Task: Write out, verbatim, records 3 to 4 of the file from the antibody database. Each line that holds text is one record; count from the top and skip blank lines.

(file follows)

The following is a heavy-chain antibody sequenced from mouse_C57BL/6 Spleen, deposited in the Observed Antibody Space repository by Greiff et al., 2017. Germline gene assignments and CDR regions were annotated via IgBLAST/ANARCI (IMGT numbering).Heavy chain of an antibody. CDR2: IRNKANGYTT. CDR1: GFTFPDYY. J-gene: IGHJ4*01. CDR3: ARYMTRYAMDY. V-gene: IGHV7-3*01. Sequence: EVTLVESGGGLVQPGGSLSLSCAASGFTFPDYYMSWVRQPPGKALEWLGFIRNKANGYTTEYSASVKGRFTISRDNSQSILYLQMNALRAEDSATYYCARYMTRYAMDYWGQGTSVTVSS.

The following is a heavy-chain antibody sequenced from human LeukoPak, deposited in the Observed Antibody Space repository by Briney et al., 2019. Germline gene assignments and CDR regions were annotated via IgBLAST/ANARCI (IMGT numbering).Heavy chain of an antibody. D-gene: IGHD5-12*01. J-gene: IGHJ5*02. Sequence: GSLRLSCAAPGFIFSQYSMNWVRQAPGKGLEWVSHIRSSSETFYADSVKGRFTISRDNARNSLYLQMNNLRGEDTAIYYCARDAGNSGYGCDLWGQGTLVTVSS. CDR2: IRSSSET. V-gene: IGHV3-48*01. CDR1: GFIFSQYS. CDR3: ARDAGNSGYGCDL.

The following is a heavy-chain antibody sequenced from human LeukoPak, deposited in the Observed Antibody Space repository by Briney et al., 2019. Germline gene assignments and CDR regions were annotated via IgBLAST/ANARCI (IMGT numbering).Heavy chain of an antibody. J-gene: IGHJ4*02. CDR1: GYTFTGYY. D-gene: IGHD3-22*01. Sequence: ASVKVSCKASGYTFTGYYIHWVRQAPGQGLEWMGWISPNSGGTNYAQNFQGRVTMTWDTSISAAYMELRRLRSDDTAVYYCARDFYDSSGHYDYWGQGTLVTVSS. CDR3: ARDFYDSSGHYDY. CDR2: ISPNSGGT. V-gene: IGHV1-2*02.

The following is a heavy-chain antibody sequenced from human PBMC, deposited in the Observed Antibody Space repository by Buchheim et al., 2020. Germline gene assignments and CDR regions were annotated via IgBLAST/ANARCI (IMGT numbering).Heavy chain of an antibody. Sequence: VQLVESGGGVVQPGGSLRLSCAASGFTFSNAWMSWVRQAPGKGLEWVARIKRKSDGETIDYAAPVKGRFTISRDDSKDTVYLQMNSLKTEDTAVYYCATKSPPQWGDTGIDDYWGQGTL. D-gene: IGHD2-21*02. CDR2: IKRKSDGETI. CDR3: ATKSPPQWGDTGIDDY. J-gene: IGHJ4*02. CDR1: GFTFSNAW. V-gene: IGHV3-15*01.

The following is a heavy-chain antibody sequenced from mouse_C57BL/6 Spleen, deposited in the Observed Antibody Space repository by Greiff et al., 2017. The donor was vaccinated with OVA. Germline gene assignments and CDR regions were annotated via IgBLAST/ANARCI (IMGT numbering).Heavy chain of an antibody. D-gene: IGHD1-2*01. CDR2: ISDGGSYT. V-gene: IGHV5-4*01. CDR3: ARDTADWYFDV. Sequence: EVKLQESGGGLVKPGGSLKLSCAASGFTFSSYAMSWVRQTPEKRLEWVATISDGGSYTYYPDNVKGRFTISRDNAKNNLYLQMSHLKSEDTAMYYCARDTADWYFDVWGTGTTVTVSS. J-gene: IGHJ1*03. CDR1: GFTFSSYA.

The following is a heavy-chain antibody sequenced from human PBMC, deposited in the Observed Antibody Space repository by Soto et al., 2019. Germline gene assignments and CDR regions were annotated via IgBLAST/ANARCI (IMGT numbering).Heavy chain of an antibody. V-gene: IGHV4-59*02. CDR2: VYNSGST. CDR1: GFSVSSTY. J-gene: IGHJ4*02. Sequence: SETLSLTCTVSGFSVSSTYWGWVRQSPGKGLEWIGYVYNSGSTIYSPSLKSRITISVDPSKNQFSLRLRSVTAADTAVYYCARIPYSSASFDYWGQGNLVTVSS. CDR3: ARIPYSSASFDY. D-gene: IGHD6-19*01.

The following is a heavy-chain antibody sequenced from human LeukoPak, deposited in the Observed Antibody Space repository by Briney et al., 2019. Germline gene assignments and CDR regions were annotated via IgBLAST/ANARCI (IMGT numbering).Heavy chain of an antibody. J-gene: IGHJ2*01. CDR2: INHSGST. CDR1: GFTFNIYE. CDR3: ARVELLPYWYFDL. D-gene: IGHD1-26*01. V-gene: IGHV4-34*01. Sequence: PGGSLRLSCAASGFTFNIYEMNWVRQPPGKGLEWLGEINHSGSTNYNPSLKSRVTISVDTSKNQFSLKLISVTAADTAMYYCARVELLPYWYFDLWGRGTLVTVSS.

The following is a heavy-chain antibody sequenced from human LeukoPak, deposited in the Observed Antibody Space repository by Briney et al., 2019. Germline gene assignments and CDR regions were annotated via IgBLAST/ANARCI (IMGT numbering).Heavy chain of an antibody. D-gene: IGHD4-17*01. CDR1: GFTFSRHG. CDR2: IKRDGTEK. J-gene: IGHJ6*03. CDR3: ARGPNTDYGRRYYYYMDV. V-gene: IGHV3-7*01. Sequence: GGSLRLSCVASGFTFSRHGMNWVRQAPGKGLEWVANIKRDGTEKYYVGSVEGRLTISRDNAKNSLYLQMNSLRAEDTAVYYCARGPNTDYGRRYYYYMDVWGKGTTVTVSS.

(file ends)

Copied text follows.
The following is a heavy-chain antibody sequenced from human LeukoPak, deposited in the Observed Antibody Space repository by Briney et al., 2019. Germline gene assignments and CDR regions were annotated via IgBLAST/ANARCI (IMGT numbering).Heavy chain of an antibody. J-gene: IGHJ4*02. CDR1: GYTFTGYY. D-gene: IGHD3-22*01. Sequence: ASVKVSCKASGYTFTGYYIHWVRQAPGQGLEWMGWISPNSGGTNYAQNFQGRVTMTWDTSISAAYMELRRLRSDDTAVYYCARDFYDSSGHYDYWGQGTLVTVSS. CDR3: ARDFYDSSGHYDY. CDR2: ISPNSGGT. V-gene: IGHV1-2*02.

The following is a heavy-chain antibody sequenced from human PBMC, deposited in the Observed Antibody Space repository by Buchheim et al., 2020. Germline gene assignments and CDR regions were annotated via IgBLAST/ANARCI (IMGT numbering).Heavy chain of an antibody. Sequence: VQLVESGGGVVQPGGSLRLSCAASGFTFSNAWMSWVRQAPGKGLEWVARIKRKSDGETIDYAAPVKGRFTISRDDSKDTVYLQMNSLKTEDTAVYYCATKSPPQWGDTGIDDYWGQGTL. D-gene: IGHD2-21*02. CDR2: IKRKSDGETI. CDR3: ATKSPPQWGDTGIDDY. J-gene: IGHJ4*02. CDR1: GFTFSNAW. V-gene: IGHV3-15*01.